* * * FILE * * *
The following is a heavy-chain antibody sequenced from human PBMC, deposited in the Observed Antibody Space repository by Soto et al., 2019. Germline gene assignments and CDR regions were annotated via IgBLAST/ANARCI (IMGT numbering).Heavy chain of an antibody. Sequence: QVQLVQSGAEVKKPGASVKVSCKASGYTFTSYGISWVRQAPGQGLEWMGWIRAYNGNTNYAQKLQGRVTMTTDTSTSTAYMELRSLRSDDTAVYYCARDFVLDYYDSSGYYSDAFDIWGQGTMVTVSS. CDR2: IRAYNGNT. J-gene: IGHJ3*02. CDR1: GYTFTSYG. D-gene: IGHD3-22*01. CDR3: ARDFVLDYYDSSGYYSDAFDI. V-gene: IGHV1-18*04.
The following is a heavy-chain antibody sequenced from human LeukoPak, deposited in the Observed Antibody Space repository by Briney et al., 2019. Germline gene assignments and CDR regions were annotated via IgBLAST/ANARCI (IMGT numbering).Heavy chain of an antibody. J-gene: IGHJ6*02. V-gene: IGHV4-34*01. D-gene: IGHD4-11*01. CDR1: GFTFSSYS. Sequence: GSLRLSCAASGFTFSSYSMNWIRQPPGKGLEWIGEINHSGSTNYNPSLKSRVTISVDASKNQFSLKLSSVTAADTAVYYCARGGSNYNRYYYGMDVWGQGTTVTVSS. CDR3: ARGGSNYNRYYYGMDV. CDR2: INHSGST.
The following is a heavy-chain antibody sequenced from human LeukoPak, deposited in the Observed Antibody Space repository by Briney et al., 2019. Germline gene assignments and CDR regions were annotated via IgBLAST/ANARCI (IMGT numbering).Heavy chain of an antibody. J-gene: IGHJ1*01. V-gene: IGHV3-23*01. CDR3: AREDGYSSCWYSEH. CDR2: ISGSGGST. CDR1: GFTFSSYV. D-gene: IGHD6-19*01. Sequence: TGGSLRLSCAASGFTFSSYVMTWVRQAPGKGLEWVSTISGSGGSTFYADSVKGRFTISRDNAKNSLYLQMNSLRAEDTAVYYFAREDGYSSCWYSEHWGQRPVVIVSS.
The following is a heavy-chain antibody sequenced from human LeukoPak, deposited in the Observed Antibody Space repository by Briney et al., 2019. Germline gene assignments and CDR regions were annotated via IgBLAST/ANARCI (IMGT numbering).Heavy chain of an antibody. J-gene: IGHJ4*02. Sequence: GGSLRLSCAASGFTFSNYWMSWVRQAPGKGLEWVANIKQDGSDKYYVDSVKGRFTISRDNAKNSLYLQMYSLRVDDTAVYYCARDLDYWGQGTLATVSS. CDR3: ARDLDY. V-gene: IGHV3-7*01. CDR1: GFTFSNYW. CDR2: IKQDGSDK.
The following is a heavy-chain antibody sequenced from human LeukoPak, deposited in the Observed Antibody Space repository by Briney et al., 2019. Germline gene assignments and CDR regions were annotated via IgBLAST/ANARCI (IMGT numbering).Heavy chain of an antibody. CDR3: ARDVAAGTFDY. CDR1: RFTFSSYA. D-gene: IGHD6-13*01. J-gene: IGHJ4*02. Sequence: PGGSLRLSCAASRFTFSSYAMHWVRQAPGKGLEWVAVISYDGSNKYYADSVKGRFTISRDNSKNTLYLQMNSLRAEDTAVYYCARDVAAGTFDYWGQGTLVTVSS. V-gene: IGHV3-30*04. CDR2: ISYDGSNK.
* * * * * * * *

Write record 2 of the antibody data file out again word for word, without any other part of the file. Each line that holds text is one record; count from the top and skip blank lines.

The following is a heavy-chain antibody sequenced from human LeukoPak, deposited in the Observed Antibody Space repository by Briney et al., 2019. Germline gene assignments and CDR regions were annotated via IgBLAST/ANARCI (IMGT numbering).Heavy chain of an antibody. J-gene: IGHJ6*02. V-gene: IGHV4-34*01. D-gene: IGHD4-11*01. CDR1: GFTFSSYS. Sequence: GSLRLSCAASGFTFSSYSMNWIRQPPGKGLEWIGEINHSGSTNYNPSLKSRVTISVDASKNQFSLKLSSVTAADTAVYYCARGGSNYNRYYYGMDVWGQGTTVTVSS. CDR3: ARGGSNYNRYYYGMDV. CDR2: INHSGST.